What we’ve never done in our lab is study naming — whether dogs understand their names; whether their names have meaning for them. But I know a researcher who has.

MALLIKARJUN: I’m Amritha Mallikarjun. I’m a postdoctoral researcher at the Penn Vet Working Dog Center at the University of Pennsylvania.

Amritha earned her Ph.D at the University of Maryland. She didn’t start off studying dogs.

MALLIKARJUN: So, my lab in my Ph.D. did a lot of work studying how infants are able to understand words and their own name when there’s a lot of noise in the background. And we realized that a really interesting follow-up study would be to see how our canine companions, who live in these same environments with us, are able to contend with these kinds of noisy environments as well. So we use some paradigms that we have in infant research to study what dogs know about their name and how they can recognize it in different scenarios.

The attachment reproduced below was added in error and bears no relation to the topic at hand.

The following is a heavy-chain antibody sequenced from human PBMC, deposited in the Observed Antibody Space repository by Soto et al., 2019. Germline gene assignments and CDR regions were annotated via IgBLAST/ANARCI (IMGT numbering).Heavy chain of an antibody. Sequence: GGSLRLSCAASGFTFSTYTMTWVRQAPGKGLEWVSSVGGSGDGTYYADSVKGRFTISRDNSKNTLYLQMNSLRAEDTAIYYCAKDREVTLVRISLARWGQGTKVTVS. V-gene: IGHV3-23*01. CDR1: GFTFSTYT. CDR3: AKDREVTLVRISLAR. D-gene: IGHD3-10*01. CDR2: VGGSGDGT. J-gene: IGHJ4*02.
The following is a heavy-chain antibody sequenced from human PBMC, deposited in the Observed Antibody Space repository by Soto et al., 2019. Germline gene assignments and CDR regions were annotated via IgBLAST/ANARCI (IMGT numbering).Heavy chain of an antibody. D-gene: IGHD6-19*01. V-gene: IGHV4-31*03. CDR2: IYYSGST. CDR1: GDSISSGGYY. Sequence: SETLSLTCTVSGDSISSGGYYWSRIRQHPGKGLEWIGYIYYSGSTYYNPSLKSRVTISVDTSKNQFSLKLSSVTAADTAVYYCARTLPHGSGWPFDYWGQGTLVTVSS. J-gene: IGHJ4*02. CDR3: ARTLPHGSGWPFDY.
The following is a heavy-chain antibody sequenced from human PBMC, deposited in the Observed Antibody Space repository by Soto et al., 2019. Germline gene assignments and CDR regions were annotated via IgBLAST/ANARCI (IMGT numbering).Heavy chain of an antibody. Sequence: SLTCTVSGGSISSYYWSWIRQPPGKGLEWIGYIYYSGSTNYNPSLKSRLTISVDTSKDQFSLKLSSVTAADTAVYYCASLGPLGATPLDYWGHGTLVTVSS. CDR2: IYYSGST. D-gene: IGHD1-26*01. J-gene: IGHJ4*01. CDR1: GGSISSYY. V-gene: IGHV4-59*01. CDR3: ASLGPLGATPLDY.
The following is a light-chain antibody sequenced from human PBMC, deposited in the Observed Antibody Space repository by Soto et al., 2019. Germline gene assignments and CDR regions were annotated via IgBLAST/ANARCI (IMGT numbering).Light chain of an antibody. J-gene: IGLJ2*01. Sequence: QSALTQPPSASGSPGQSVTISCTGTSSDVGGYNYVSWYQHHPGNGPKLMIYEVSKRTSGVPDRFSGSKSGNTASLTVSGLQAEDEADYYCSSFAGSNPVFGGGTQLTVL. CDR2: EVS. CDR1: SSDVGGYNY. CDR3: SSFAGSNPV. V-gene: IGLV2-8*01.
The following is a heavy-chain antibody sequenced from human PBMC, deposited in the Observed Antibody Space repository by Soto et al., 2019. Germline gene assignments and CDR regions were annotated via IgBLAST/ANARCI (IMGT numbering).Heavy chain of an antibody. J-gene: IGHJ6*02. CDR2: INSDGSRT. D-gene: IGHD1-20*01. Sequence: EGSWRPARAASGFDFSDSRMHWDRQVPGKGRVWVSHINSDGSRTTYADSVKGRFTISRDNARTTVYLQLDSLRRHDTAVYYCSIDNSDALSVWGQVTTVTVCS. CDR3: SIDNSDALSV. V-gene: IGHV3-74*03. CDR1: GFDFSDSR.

HOROWITZ: So describe the series of experiments that you went through.

MALLIKARJUN: So our first study was looking at how dogs recognize their own name in noisy environments, which is also called the cocktail party effect.

HOROWITZ: Can you describe what it is?

MALLIKARJUN: Sure. So you can imagine it as you’re at a party and you’re talking to a bunch of people. And across the room, someone mentions your name and even if there’s a lot of noise going on around you, we tend to be sort of drawn towards the sound of our own name. We tend to be able to hear it piercing through the background noise. So we want to see in dogs if we can see that they show something similar.